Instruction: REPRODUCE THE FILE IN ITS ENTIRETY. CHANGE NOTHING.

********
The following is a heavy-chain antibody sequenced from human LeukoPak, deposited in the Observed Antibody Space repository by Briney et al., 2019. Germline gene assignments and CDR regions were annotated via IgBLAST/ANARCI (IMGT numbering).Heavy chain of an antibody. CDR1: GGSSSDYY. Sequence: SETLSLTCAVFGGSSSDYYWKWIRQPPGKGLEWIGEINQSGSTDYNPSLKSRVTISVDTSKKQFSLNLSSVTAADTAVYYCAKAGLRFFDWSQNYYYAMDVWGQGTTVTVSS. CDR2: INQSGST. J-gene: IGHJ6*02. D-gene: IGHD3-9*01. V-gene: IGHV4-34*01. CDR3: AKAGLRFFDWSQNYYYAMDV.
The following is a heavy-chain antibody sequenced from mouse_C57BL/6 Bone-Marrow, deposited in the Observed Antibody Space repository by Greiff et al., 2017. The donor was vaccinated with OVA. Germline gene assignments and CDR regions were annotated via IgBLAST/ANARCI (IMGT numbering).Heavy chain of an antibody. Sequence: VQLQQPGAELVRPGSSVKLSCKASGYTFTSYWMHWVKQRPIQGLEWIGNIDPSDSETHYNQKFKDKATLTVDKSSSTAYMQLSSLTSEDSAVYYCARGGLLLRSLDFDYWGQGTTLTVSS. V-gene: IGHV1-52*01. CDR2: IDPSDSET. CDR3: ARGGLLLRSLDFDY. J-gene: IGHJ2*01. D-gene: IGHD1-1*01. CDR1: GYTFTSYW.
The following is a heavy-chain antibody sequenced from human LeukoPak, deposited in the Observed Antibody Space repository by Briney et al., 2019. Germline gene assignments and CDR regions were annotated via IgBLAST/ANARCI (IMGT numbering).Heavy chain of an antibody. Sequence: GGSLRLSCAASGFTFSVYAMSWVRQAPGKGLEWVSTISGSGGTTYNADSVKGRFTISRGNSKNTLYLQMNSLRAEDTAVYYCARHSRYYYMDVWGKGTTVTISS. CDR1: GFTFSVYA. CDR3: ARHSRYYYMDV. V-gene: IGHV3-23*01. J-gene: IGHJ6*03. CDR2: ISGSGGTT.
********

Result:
The following is a heavy-chain antibody sequenced from human LeukoPak, deposited in the Observed Antibody Space repository by Briney et al., 2019. Germline gene assignments and CDR regions were annotated via IgBLAST/ANARCI (IMGT numbering).Heavy chain of an antibody. CDR1: GGSSSDYY. Sequence: SETLSLTCAVFGGSSSDYYWKWIRQPPGKGLEWIGEINQSGSTDYNPSLKSRVTISVDTSKKQFSLNLSSVTAADTAVYYCAKAGLRFFDWSQNYYYAMDVWGQGTTVTVSS. CDR2: INQSGST. J-gene: IGHJ6*02. D-gene: IGHD3-9*01. V-gene: IGHV4-34*01. CDR3: AKAGLRFFDWSQNYYYAMDV.
The following is a heavy-chain antibody sequenced from mouse_C57BL/6 Bone-Marrow, deposited in the Observed Antibody Space repository by Greiff et al., 2017. The donor was vaccinated with OVA. Germline gene assignments and CDR regions were annotated via IgBLAST/ANARCI (IMGT numbering).Heavy chain of an antibody. Sequence: VQLQQPGAELVRPGSSVKLSCKASGYTFTSYWMHWVKQRPIQGLEWIGNIDPSDSETHYNQKFKDKATLTVDKSSSTAYMQLSSLTSEDSAVYYCARGGLLLRSLDFDYWGQGTTLTVSS. V-gene: IGHV1-52*01. CDR2: IDPSDSET. CDR3: ARGGLLLRSLDFDY. J-gene: IGHJ2*01. D-gene: IGHD1-1*01. CDR1: GYTFTSYW.
The following is a heavy-chain antibody sequenced from human LeukoPak, deposited in the Observed Antibody Space repository by Briney et al., 2019. Germline gene assignments and CDR regions were annotated via IgBLAST/ANARCI (IMGT numbering).Heavy chain of an antibody. Sequence: GGSLRLSCAASGFTFSVYAMSWVRQAPGKGLEWVSTISGSGGTTYNADSVKGRFTISRGNSKNTLYLQMNSLRAEDTAVYYCARHSRYYYMDVWGKGTTVTISS. CDR1: GFTFSVYA. CDR3: ARHSRYYYMDV. V-gene: IGHV3-23*01. J-gene: IGHJ6*03. CDR2: ISGSGGTT.